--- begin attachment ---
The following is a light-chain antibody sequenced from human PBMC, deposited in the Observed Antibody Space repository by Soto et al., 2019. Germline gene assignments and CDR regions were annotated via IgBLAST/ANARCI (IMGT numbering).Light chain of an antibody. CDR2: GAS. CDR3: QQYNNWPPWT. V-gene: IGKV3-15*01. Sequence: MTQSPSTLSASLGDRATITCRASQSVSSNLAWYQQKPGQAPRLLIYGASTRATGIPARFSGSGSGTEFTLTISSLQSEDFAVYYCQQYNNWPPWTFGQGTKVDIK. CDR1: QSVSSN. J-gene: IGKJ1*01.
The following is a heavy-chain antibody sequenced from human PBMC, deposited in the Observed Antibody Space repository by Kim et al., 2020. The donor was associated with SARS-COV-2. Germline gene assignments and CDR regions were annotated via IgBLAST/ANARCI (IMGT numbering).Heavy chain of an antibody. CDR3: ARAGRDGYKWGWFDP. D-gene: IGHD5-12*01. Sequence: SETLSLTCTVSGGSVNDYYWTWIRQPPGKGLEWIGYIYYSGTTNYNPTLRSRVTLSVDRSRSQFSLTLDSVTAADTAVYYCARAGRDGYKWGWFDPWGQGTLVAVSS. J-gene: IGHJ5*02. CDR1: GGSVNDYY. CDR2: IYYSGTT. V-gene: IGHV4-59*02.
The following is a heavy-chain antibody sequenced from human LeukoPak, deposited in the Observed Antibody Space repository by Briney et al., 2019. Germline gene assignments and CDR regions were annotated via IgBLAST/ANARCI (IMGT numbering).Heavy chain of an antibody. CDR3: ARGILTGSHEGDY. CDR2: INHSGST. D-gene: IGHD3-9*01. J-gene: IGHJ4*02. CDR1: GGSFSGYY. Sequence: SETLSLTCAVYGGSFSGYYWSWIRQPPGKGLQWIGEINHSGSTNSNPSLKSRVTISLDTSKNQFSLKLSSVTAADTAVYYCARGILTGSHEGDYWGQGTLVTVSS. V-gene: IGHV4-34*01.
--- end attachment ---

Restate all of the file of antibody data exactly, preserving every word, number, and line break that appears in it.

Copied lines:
The following is a light-chain antibody sequenced from human PBMC, deposited in the Observed Antibody Space repository by Soto et al., 2019. Germline gene assignments and CDR regions were annotated via IgBLAST/ANARCI (IMGT numbering).Light chain of an antibody. CDR2: GAS. CDR3: QQYNNWPPWT. V-gene: IGKV3-15*01. Sequence: MTQSPSTLSASLGDRATITCRASQSVSSNLAWYQQKPGQAPRLLIYGASTRATGIPARFSGSGSGTEFTLTISSLQSEDFAVYYCQQYNNWPPWTFGQGTKVDIK. CDR1: QSVSSN. J-gene: IGKJ1*01.
The following is a heavy-chain antibody sequenced from human PBMC, deposited in the Observed Antibody Space repository by Kim et al., 2020. The donor was associated with SARS-COV-2. Germline gene assignments and CDR regions were annotated via IgBLAST/ANARCI (IMGT numbering).Heavy chain of an antibody. CDR3: ARAGRDGYKWGWFDP. D-gene: IGHD5-12*01. Sequence: SETLSLTCTVSGGSVNDYYWTWIRQPPGKGLEWIGYIYYSGTTNYNPTLRSRVTLSVDRSRSQFSLTLDSVTAADTAVYYCARAGRDGYKWGWFDPWGQGTLVAVSS. J-gene: IGHJ5*02. CDR1: GGSVNDYY. CDR2: IYYSGTT. V-gene: IGHV4-59*02.
The following is a heavy-chain antibody sequenced from human LeukoPak, deposited in the Observed Antibody Space repository by Briney et al., 2019. Germline gene assignments and CDR regions were annotated via IgBLAST/ANARCI (IMGT numbering).Heavy chain of an antibody. CDR3: ARGILTGSHEGDY. CDR2: INHSGST. D-gene: IGHD3-9*01. J-gene: IGHJ4*02. CDR1: GGSFSGYY. Sequence: SETLSLTCAVYGGSFSGYYWSWIRQPPGKGLQWIGEINHSGSTNSNPSLKSRVTISLDTSKNQFSLKLSSVTAADTAVYYCARGILTGSHEGDYWGQGTLVTVSS. V-gene: IGHV4-34*01.